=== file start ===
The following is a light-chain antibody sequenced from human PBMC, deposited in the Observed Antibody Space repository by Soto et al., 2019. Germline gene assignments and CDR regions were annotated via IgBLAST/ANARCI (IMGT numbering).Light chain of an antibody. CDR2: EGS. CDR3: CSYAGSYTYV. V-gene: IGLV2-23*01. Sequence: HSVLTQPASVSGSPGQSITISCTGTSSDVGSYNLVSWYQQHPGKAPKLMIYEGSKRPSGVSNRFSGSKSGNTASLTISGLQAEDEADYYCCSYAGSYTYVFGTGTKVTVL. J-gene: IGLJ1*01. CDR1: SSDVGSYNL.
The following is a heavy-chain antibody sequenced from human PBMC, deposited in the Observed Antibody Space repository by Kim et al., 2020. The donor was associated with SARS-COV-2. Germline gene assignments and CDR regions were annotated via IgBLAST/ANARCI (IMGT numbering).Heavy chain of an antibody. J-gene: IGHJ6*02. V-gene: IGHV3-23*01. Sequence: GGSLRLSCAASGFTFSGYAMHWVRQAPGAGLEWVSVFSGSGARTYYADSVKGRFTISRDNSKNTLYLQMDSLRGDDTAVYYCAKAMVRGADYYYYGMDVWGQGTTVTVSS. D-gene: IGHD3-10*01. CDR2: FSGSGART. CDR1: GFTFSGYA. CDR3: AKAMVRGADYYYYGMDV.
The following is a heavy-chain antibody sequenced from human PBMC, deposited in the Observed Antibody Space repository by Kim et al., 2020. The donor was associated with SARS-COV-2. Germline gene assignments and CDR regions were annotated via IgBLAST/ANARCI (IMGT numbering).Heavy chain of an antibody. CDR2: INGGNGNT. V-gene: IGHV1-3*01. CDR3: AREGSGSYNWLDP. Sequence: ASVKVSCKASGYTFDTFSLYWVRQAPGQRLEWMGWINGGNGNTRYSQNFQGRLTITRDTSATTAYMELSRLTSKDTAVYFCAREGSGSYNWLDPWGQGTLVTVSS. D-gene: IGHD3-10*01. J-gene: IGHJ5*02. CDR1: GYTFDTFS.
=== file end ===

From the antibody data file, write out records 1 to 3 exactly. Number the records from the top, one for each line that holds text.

The following is a light-chain antibody sequenced from human PBMC, deposited in the Observed Antibody Space repository by Soto et al., 2019. Germline gene assignments and CDR regions were annotated via IgBLAST/ANARCI (IMGT numbering).Light chain of an antibody. CDR2: EGS. CDR3: CSYAGSYTYV. V-gene: IGLV2-23*01. Sequence: HSVLTQPASVSGSPGQSITISCTGTSSDVGSYNLVSWYQQHPGKAPKLMIYEGSKRPSGVSNRFSGSKSGNTASLTISGLQAEDEADYYCCSYAGSYTYVFGTGTKVTVL. J-gene: IGLJ1*01. CDR1: SSDVGSYNL.
The following is a heavy-chain antibody sequenced from human PBMC, deposited in the Observed Antibody Space repository by Kim et al., 2020. The donor was associated with SARS-COV-2. Germline gene assignments and CDR regions were annotated via IgBLAST/ANARCI (IMGT numbering).Heavy chain of an antibody. J-gene: IGHJ6*02. V-gene: IGHV3-23*01. Sequence: GGSLRLSCAASGFTFSGYAMHWVRQAPGAGLEWVSVFSGSGARTYYADSVKGRFTISRDNSKNTLYLQMDSLRGDDTAVYYCAKAMVRGADYYYYGMDVWGQGTTVTVSS. D-gene: IGHD3-10*01. CDR2: FSGSGART. CDR1: GFTFSGYA. CDR3: AKAMVRGADYYYYGMDV.
The following is a heavy-chain antibody sequenced from human PBMC, deposited in the Observed Antibody Space repository by Kim et al., 2020. The donor was associated with SARS-COV-2. Germline gene assignments and CDR regions were annotated via IgBLAST/ANARCI (IMGT numbering).Heavy chain of an antibody. CDR2: INGGNGNT. V-gene: IGHV1-3*01. CDR3: AREGSGSYNWLDP. Sequence: ASVKVSCKASGYTFDTFSLYWVRQAPGQRLEWMGWINGGNGNTRYSQNFQGRLTITRDTSATTAYMELSRLTSKDTAVYFCAREGSGSYNWLDPWGQGTLVTVSS. D-gene: IGHD3-10*01. J-gene: IGHJ5*02. CDR1: GYTFDTFS.